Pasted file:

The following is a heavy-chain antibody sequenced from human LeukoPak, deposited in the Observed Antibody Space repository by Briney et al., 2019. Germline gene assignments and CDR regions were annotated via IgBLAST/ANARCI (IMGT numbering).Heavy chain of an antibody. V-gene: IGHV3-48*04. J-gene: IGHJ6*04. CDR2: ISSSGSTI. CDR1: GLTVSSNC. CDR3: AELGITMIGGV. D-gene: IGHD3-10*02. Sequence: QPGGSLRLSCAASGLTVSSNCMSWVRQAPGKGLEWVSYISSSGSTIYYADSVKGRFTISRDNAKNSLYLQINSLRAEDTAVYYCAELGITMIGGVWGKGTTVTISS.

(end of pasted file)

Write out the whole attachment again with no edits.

The following is a heavy-chain antibody sequenced from human LeukoPak, deposited in the Observed Antibody Space repository by Briney et al., 2019. Germline gene assignments and CDR regions were annotated via IgBLAST/ANARCI (IMGT numbering).Heavy chain of an antibody. V-gene: IGHV3-48*04. J-gene: IGHJ6*04. CDR2: ISSSGSTI. CDR1: GLTVSSNC. CDR3: AELGITMIGGV. D-gene: IGHD3-10*02. Sequence: QPGGSLRLSCAASGLTVSSNCMSWVRQAPGKGLEWVSYISSSGSTIYYADSVKGRFTISRDNAKNSLYLQINSLRAEDTAVYYCAELGITMIGGVWGKGTTVTISS.